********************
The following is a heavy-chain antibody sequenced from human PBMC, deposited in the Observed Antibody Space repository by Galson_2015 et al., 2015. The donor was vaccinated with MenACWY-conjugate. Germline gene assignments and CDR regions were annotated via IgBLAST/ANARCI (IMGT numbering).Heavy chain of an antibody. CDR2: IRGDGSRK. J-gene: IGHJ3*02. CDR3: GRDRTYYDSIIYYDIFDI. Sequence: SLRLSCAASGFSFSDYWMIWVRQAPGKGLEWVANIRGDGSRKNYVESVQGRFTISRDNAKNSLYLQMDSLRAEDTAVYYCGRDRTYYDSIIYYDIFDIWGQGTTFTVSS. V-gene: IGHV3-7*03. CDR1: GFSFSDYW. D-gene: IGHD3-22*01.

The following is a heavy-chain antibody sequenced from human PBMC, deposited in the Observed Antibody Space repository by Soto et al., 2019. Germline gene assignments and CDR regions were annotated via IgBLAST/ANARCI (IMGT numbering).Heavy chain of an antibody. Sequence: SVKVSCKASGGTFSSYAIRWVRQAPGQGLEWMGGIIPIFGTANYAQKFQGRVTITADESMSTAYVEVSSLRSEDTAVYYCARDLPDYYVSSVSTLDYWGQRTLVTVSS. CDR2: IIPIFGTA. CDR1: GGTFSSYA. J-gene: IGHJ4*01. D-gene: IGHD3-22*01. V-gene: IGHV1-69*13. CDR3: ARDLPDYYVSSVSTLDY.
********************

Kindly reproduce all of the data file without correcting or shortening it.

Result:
The following is a heavy-chain antibody sequenced from human PBMC, deposited in the Observed Antibody Space repository by Galson_2015 et al., 2015. The donor was vaccinated with MenACWY-conjugate. Germline gene assignments and CDR regions were annotated via IgBLAST/ANARCI (IMGT numbering).Heavy chain of an antibody. CDR2: IRGDGSRK. J-gene: IGHJ3*02. CDR3: GRDRTYYDSIIYYDIFDI. Sequence: SLRLSCAASGFSFSDYWMIWVRQAPGKGLEWVANIRGDGSRKNYVESVQGRFTISRDNAKNSLYLQMDSLRAEDTAVYYCGRDRTYYDSIIYYDIFDIWGQGTTFTVSS. V-gene: IGHV3-7*03. CDR1: GFSFSDYW. D-gene: IGHD3-22*01.

The following is a heavy-chain antibody sequenced from human PBMC, deposited in the Observed Antibody Space repository by Soto et al., 2019. Germline gene assignments and CDR regions were annotated via IgBLAST/ANARCI (IMGT numbering).Heavy chain of an antibody. Sequence: SVKVSCKASGGTFSSYAIRWVRQAPGQGLEWMGGIIPIFGTANYAQKFQGRVTITADESMSTAYVEVSSLRSEDTAVYYCARDLPDYYVSSVSTLDYWGQRTLVTVSS. CDR2: IIPIFGTA. CDR1: GGTFSSYA. J-gene: IGHJ4*01. D-gene: IGHD3-22*01. V-gene: IGHV1-69*13. CDR3: ARDLPDYYVSSVSTLDY.